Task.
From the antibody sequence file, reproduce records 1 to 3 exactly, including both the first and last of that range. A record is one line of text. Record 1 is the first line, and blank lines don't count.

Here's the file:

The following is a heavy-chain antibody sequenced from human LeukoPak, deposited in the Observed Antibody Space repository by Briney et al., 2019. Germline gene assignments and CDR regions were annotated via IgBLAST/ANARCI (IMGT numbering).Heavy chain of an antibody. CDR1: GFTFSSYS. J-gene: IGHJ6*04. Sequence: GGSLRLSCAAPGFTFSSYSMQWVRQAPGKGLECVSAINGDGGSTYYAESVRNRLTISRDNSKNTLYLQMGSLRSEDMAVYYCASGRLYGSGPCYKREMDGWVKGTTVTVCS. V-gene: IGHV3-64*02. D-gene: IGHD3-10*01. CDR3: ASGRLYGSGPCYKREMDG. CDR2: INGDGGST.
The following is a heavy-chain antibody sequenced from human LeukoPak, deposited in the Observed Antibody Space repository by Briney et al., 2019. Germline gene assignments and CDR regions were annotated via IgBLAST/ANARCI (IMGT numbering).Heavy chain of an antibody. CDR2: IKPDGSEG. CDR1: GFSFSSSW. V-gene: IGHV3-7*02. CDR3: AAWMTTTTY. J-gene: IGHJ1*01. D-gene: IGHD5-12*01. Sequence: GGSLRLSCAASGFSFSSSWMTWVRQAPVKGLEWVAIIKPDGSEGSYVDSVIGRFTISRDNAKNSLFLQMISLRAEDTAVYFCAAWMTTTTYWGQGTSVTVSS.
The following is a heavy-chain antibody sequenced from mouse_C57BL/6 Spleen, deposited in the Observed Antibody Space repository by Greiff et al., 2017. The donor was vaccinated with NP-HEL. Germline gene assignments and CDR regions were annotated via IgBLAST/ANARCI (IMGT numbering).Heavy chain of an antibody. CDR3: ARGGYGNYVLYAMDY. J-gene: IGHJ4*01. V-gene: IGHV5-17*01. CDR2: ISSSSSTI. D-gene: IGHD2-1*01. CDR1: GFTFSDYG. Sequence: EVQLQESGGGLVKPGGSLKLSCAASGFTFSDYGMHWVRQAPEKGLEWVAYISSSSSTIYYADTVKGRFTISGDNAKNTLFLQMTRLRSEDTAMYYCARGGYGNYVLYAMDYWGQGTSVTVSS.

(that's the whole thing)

The following is a heavy-chain antibody sequenced from human LeukoPak, deposited in the Observed Antibody Space repository by Briney et al., 2019. Germline gene assignments and CDR regions were annotated via IgBLAST/ANARCI (IMGT numbering).Heavy chain of an antibody. CDR1: GFTFSSYS. J-gene: IGHJ6*04. Sequence: GGSLRLSCAAPGFTFSSYSMQWVRQAPGKGLECVSAINGDGGSTYYAESVRNRLTISRDNSKNTLYLQMGSLRSEDMAVYYCASGRLYGSGPCYKREMDGWVKGTTVTVCS. V-gene: IGHV3-64*02. D-gene: IGHD3-10*01. CDR3: ASGRLYGSGPCYKREMDG. CDR2: INGDGGST.
The following is a heavy-chain antibody sequenced from human LeukoPak, deposited in the Observed Antibody Space repository by Briney et al., 2019. Germline gene assignments and CDR regions were annotated via IgBLAST/ANARCI (IMGT numbering).Heavy chain of an antibody. CDR2: IKPDGSEG. CDR1: GFSFSSSW. V-gene: IGHV3-7*02. CDR3: AAWMTTTTY. J-gene: IGHJ1*01. D-gene: IGHD5-12*01. Sequence: GGSLRLSCAASGFSFSSSWMTWVRQAPVKGLEWVAIIKPDGSEGSYVDSVIGRFTISRDNAKNSLFLQMISLRAEDTAVYFCAAWMTTTTYWGQGTSVTVSS.
The following is a heavy-chain antibody sequenced from mouse_C57BL/6 Spleen, deposited in the Observed Antibody Space repository by Greiff et al., 2017. The donor was vaccinated with NP-HEL. Germline gene assignments and CDR regions were annotated via IgBLAST/ANARCI (IMGT numbering).Heavy chain of an antibody. CDR3: ARGGYGNYVLYAMDY. J-gene: IGHJ4*01. V-gene: IGHV5-17*01. CDR2: ISSSSSTI. D-gene: IGHD2-1*01. CDR1: GFTFSDYG. Sequence: EVQLQESGGGLVKPGGSLKLSCAASGFTFSDYGMHWVRQAPEKGLEWVAYISSSSSTIYYADTVKGRFTISGDNAKNTLFLQMTRLRSEDTAMYYCARGGYGNYVLYAMDYWGQGTSVTVSS.